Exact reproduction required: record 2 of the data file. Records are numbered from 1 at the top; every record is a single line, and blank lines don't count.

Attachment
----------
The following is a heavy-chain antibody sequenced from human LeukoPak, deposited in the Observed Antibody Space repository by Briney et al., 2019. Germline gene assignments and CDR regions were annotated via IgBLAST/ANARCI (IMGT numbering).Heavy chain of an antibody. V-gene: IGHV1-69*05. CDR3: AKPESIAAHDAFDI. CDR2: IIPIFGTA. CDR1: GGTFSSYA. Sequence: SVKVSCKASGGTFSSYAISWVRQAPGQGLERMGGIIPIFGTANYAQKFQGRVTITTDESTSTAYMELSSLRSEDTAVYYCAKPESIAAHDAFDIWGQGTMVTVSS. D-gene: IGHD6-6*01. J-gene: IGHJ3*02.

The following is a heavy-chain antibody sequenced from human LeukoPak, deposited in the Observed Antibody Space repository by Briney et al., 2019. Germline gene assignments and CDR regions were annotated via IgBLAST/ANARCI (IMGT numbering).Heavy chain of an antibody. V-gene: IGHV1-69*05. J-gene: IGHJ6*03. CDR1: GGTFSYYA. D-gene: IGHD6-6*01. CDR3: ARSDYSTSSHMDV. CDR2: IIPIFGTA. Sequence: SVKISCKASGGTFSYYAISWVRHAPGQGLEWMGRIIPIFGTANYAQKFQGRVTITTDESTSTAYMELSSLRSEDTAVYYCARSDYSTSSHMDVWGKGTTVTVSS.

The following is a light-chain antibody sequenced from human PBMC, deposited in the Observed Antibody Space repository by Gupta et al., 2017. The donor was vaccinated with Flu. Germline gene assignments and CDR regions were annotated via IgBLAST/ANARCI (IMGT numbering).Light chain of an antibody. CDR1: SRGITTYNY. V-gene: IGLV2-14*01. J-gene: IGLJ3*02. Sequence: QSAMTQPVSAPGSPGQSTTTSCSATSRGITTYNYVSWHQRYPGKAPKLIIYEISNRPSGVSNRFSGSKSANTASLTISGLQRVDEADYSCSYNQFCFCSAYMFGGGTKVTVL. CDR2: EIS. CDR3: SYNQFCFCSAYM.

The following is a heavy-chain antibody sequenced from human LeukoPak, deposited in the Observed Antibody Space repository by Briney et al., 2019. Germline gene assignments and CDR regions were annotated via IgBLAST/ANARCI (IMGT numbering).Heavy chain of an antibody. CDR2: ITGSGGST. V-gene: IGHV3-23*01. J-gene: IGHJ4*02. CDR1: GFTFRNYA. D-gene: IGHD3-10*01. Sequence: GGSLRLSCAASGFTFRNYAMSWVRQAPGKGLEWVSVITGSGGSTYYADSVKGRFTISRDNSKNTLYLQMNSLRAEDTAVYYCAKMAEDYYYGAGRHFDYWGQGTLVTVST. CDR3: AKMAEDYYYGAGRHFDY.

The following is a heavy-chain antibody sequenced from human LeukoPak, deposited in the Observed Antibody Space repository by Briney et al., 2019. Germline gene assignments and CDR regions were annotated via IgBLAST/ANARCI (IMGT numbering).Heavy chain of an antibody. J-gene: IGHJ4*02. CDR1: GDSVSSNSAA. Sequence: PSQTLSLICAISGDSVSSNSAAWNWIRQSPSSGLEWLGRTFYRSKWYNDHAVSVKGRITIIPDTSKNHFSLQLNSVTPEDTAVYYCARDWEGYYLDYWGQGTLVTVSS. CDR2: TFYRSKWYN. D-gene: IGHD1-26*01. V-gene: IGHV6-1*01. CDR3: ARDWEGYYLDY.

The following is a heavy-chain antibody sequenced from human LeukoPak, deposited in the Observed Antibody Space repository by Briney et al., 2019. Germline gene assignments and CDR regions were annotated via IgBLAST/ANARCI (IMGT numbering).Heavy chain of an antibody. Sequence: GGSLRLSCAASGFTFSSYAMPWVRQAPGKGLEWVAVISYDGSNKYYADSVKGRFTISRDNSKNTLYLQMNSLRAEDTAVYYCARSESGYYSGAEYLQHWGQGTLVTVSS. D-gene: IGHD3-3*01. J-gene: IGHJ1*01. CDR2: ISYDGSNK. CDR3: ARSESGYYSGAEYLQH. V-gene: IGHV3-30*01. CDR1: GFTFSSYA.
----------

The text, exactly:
The following is a heavy-chain antibody sequenced from human LeukoPak, deposited in the Observed Antibody Space repository by Briney et al., 2019. Germline gene assignments and CDR regions were annotated via IgBLAST/ANARCI (IMGT numbering).Heavy chain of an antibody. V-gene: IGHV1-69*05. J-gene: IGHJ6*03. CDR1: GGTFSYYA. D-gene: IGHD6-6*01. CDR3: ARSDYSTSSHMDV. CDR2: IIPIFGTA. Sequence: SVKISCKASGGTFSYYAISWVRHAPGQGLEWMGRIIPIFGTANYAQKFQGRVTITTDESTSTAYMELSSLRSEDTAVYYCARSDYSTSSHMDVWGKGTTVTVSS.